Even so, there aren’t many instances of Theis being the main issue defensively. The defensive issues in this lineup have often started on the wings, and once the defender penetrates that line of defense they can then dump the ball off to the rotating big man’s guy. Frankly, some of these defensive numbers will level off with some more effort. 

“It’s going to take a ton of effort on both ends of the court,” Stevens said before today’s game. “When we are slow to react, defensively, when all five guys are not engaged in the play, or when we’re not spaced well offensively, and all five guys aren’t engaged in the play, we’re not a very good team. It all starts with us all being very good at our jobs on both ends of the court.”

Spacing is certainly a problem with this lineup on the offensive end, and there are a few different reasons. 

First, the Celtics don’t have anyone who can consistently break down the defense off the dribble. Marcus Smart is a very good point guard but he’s not blowing by anyone at the top of the key on a consistent basis. With two bigs on the floor, perimeter players with the ability to get into the paint without a pick can cause defenses to collapse and lead to easy baskets

Without this consistent threat, the Celtics are relying on picks from their bigs to start their offense. The quality and spacing of these picks is imperative for the offense to succeed. 

Thompson isn’t a shooter, so he primarily rolls on his picks. That means he has to set his picks higher for them to work. For example, this high pick and roll with Tatum allows the room to attack, collapse the defense, and find Smart for a corner 3-pointer. 

However if the action starts too low, Turner’s roll just adds another body in the paint.

Here’s a play that’s a great example of both. 

Thompson’s screen starts below the free throw line, so Brown had nowhere to go. Theis’ subsequent screen for Tatum was up high, so Tatum had space to operate and ultimately find Smart for another 3-pointer. 

Another issue on offense is that teams aren’t respecting Theis’ shooting ability, probably because he’s only shooting 2-for-14 from 3. 

This is how Theis is being defended versus how Jaylen Brown is being defended with the ball in the exact same spot. 

Joe Harris isn’t too afraid of Theis burning him even if Brown turns and hits him with the pass. Khris Middleton isn’t about to let Brown catch the ball in that spot because he’s much more dangerous.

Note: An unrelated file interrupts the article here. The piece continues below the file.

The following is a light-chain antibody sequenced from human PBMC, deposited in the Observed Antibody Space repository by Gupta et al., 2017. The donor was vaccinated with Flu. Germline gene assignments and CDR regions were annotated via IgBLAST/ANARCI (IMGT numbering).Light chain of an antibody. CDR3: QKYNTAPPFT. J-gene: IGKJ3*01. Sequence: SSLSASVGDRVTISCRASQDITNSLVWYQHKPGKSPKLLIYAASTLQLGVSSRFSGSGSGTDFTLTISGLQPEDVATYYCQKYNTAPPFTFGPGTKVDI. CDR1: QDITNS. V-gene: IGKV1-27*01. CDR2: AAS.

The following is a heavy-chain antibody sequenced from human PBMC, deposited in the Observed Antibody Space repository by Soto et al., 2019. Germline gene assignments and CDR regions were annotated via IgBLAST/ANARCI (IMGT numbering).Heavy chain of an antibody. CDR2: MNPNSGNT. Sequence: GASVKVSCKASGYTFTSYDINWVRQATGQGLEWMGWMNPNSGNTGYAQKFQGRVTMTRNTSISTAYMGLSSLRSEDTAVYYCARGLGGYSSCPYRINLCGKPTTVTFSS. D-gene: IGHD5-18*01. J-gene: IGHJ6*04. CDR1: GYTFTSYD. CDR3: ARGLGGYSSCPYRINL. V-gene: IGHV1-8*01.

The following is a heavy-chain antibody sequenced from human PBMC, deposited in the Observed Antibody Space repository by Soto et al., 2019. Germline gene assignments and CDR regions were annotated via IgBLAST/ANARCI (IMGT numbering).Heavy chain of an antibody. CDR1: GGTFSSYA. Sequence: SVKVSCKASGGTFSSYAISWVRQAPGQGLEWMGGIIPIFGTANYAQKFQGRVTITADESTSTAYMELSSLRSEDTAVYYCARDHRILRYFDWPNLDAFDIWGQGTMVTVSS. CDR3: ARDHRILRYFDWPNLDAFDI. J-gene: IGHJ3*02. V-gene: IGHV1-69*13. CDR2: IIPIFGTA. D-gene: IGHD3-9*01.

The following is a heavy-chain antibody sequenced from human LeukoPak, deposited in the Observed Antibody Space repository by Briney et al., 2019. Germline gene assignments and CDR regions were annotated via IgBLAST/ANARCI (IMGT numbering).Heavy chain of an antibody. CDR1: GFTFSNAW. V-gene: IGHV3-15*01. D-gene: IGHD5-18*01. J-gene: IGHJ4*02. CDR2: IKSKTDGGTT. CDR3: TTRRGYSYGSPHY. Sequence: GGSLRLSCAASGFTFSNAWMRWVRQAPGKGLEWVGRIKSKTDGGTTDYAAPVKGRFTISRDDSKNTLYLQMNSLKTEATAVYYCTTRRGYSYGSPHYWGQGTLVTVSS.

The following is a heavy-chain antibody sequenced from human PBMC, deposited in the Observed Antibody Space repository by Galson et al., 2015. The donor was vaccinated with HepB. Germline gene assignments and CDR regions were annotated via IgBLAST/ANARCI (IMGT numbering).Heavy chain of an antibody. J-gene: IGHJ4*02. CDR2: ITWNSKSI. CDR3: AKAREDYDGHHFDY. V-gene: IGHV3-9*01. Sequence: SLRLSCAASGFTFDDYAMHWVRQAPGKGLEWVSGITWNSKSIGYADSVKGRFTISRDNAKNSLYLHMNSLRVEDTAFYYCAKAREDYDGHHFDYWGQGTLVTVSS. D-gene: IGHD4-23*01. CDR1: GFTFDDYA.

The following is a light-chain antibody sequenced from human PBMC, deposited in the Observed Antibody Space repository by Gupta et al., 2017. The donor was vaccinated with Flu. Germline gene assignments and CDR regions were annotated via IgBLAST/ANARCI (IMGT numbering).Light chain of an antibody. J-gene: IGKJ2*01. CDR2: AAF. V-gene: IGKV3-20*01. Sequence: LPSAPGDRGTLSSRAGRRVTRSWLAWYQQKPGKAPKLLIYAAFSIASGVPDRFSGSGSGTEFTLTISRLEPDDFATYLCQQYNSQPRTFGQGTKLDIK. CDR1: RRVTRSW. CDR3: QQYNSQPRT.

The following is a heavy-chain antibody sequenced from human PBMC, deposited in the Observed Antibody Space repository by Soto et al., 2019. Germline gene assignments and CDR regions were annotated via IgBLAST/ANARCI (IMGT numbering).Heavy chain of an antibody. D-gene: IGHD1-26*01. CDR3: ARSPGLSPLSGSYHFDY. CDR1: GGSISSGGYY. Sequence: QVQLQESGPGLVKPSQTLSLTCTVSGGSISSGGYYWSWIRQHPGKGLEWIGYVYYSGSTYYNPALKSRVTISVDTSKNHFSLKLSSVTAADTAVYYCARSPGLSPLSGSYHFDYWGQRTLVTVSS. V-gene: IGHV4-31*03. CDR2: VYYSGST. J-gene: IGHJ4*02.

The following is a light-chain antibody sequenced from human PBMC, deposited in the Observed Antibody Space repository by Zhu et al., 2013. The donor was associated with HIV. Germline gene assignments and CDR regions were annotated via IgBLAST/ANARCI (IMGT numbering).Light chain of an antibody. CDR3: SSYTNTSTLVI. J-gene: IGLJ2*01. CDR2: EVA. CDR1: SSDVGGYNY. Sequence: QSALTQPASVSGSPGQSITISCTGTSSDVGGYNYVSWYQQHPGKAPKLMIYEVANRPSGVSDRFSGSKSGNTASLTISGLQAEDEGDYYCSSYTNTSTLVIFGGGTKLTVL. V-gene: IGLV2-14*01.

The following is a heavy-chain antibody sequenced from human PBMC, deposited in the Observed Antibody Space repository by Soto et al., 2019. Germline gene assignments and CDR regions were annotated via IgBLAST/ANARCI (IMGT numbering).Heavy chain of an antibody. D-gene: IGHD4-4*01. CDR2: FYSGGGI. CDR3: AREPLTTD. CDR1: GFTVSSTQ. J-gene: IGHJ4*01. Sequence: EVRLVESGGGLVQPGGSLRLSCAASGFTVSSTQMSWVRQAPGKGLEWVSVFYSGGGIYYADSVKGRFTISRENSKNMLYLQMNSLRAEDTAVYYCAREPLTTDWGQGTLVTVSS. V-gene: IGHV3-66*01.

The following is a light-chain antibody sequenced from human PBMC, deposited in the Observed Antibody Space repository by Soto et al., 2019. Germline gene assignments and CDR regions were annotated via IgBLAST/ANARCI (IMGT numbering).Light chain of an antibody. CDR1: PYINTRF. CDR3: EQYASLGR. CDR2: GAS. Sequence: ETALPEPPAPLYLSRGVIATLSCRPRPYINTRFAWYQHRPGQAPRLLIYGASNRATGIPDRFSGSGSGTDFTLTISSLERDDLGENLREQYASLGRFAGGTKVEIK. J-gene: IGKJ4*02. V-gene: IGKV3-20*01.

Theis needs to find his shooting touch to make the spacing work for this lineup. One of the offensive advantages this lineup should have is the combination of Thompson’s rolling and Theis’ popping ability. 

In fact, one solution to some of the spacing issues would be to make sure Thompson is the primary high-screen setter and Theis is the primary elbow screen setter. Thompson’s high screens allow ball handlers to get free with a lot of room to attack and pick a defense apart while Theis’ pops off elbow screens should have a similar effect.

Basically, if Thompson is below the free throw line, he should go set up in the dunker spot on the baseline and wait for dump-offs or crash the offensive boards. If he’s above the free throw line, he should be setting high screens for Tatum or Brown. 

Theis should probably be a spacer on the opposite corner of the action. If teams aren’t respecting his ability to shoot, then he shouldn’t be on the same side as a Thompson pick. That space should belong to a real threat that draws a defender. Theis can wait until his guy overreacts to a paint touch, then he can get a much more wide open 3-pointer. 

Again, a lot of this lineup’s problems boil down to effort. Defensively, they have to stop giving up so many transition baskets and stay in front of players on the perimeter. They give up too many easy baskets and teams are racking up assists on them because of it. That’s on everyone. 

Offensively, they need to be more disciplined about who’s doing what and where it’s being done on the floor. That can come with repetition and recognition. If a wing does end up getting a screen from Thompson at the free throw line or lower, look to give the ball up quickly instead of walking right into the teeth of a double team. 

This lineup hasn’t been good, but it doesn’t mean it can’t be good. It’s early, but it has provided at least some evidence of its potential. The bigger question may be whether mining that potential is worth the pain in this process.

“That lineup has so much potential defensively because a lot of us can switch,” Thompson said. “offensively, our team is so much smoother with the ball, whether it’s dribble-handoffs or pick-and-rolls to wide pin-downs. The double-big, I don’t think it’s an issue at all. When you look around the league, whether it’s Indiana or other teams around the league – Lakers, Clippers at times – a lot of teams play two bigs. And you can make it work, it’s just a lot of movement.”